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€2.1m heroin seized as gardai swoop on handover at airport


Two people were arrested at Dublin Airport

Two people were arrested at Dublin Airport

Two people were arrested at Dublin Airport

Detectives believe they have smashed an international drug trafficking operation running through Ireland to the UK after seizing more than €2m of heroin at Dublin Airport.

The bust was made on Friday when gardai swooped on two Pakistani nationals during a drug exchange.

A child was also taken along by a female suspect during the exchange, and gardai believe the youngster was used as a cover.


The woman, aged in her 50s, was under surveillance when she entered the arrivals hall with the child to pass on the heroin to a man in his 30s.

The man had just landed in Dublin on a flight from Lahore, Pakistan.

Members of the Drugs and Organised Crime Bureau (DOCB) searched the woman's luggage and 15kg of heroin with an estimated street value of €2.1m was seized.

The two adults were from Pakistan but also have UK passports, a source said.

Detectives are now investigating if the pair were part of a drug trafficking operation using Dublin as a portal to deliver drugs into the UK.

"This seizure was the result of a lengthy investigation into drugs being trafficked into Ireland," a source told the Herald.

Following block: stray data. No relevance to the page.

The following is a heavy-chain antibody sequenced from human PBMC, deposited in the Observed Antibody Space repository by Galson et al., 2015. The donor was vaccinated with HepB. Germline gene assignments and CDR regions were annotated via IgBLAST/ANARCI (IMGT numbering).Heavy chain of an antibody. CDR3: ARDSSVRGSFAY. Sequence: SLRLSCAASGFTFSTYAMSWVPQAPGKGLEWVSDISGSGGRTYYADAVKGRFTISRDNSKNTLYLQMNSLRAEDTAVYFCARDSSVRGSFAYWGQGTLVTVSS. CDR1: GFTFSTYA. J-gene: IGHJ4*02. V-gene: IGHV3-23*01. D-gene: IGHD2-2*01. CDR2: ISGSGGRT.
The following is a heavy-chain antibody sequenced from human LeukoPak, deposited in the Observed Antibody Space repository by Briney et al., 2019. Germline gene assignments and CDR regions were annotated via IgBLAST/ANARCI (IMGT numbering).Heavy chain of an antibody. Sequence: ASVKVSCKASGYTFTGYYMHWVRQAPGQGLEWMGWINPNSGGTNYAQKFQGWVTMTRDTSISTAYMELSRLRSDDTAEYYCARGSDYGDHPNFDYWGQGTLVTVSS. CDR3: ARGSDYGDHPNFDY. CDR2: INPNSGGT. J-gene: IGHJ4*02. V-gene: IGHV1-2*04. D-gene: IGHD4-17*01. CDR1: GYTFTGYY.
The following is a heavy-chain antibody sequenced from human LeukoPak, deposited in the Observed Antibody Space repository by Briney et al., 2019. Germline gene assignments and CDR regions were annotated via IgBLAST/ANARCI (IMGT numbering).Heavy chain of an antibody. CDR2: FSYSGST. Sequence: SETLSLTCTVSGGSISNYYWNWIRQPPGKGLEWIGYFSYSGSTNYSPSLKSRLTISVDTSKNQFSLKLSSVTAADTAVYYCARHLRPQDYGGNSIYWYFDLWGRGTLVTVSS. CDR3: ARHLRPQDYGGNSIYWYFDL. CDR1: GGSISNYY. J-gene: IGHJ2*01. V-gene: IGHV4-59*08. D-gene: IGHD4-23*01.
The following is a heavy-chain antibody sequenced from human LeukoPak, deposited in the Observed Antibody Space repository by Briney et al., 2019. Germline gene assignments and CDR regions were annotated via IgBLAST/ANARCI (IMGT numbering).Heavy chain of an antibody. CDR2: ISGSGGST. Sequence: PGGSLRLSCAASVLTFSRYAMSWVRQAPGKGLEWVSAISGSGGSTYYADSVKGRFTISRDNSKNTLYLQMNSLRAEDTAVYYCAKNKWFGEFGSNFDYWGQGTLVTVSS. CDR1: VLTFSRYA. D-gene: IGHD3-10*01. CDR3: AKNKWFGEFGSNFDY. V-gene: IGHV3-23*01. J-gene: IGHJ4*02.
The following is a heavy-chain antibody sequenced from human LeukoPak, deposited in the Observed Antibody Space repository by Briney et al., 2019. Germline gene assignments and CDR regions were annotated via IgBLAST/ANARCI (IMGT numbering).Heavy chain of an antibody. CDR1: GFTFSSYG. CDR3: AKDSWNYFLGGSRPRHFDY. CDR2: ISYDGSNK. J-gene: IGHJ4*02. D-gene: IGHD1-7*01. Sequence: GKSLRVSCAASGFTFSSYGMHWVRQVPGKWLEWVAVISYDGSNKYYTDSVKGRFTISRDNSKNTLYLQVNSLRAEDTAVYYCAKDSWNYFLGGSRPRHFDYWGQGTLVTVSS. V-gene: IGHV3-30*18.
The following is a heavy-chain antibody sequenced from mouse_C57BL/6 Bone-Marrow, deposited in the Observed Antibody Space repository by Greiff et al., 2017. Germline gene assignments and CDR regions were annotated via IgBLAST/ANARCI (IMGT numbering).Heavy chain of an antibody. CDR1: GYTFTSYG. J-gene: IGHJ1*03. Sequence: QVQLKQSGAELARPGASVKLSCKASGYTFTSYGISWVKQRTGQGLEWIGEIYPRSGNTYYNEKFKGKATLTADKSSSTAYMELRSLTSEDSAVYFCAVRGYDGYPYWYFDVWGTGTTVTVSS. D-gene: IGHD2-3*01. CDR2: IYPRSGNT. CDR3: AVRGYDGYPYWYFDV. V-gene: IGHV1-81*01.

"At this stage it seems the heroin may have been brought here to get easier access to the UK.

"Gardai believe the drugs were due to be moved by ferry to England.

"If this proves to be the case, it's an example of how Ireland is being used as a portal to ship drugs into England, which has been ongoing for decades."

The man and woman were arrested by gardai and are being held at Ballymun Garda Station.


A garda spokesman said the operation was carried out with the assistance of the Revenue Customs Service.

In a separate operation on Saturday morning, Revenue officers seized 285 litres of wine at Dublin Port.

The alcohol was found when officers stopped and searched a car that had been on a ferry from France.

The seized wine has an estimated value of €4,000, which Revenue said would have amounted to a loss of €2,000 to the Exchequer.